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Three compelling plots—Ned Stark as interim head coach of the Seven Kingdoms, Tyrion on trial at the Vale and, most welcome of all, Danaerys growing into her role as khaleesi—make this episode a massive success.  This is where Thrones earns my unmitigated trust.

In an episode where our two best characters—Ned and Tyrion—are at their peaks, Danaerys Targaryen is the one who shines brightest.  Not only does she eat a raw horse heart and hold scalding dragon eggs in her bare hands, but she also accepts that it’s time to move on from her sadistic, abusive, pathetic brother.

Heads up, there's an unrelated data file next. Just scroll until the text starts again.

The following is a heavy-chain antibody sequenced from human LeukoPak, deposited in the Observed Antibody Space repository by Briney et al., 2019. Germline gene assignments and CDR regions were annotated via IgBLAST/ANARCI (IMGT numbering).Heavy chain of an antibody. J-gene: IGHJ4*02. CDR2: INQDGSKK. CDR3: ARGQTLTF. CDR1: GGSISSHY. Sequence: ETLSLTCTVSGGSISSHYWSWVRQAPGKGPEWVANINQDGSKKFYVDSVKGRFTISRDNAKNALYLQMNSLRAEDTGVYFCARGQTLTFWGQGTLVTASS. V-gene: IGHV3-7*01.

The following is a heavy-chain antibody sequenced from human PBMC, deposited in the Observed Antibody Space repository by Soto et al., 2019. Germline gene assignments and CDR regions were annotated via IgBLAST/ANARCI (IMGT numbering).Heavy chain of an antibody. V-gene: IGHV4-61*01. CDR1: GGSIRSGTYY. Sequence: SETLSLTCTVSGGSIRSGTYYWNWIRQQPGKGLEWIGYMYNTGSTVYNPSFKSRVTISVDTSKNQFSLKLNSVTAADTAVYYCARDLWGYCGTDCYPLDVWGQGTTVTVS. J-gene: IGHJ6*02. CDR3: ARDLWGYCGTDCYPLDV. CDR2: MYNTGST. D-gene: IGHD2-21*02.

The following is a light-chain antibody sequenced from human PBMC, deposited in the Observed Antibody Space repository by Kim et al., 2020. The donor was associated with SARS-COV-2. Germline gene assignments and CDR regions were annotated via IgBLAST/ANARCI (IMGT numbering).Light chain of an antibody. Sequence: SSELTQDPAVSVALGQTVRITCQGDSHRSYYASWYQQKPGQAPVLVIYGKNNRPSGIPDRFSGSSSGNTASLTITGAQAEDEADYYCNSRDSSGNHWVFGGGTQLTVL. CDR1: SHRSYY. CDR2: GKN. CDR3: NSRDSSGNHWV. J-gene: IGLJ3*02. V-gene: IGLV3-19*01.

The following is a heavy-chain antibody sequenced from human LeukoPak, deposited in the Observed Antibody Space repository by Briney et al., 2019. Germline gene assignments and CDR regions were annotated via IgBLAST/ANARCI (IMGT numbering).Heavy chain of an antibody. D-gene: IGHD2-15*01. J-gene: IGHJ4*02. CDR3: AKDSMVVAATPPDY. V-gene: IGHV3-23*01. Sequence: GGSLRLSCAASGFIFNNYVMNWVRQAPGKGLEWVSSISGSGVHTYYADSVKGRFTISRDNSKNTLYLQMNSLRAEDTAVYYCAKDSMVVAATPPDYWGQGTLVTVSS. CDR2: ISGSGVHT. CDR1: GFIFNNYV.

She moves on alright.  Khal Drogo, who has gone from noble savage to quite the brutish charmer, gifts Viserys Targaryen with the titular golden crown.  He pours a vat of boiling jewelry upon his head.  The self-proclaimed “last dragon” dies mid-scream with a loud, comical clunk as he hits the ground.

For the first time, the storyline in Essos has provided us with integrated excitement.  A violent main character death will do that, but the segment belongs to Dany.  She does not look away.  “He was no dragon.  Fire cannot kill a dragon.

Perhaps she is the most fit ruler of all.

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“A Golden Crown” has it all—smart writing, crackling dialogue, graphic violence, courtroom drama, strong character moments, stunning visuals, plenty of comedy and, yes, tits (and snatch too).

The storyline in Essos is on par with the superb storylines featured in Westeros, and that makes this episode one of season one’s finest—a precursor of the Thrones experience to come.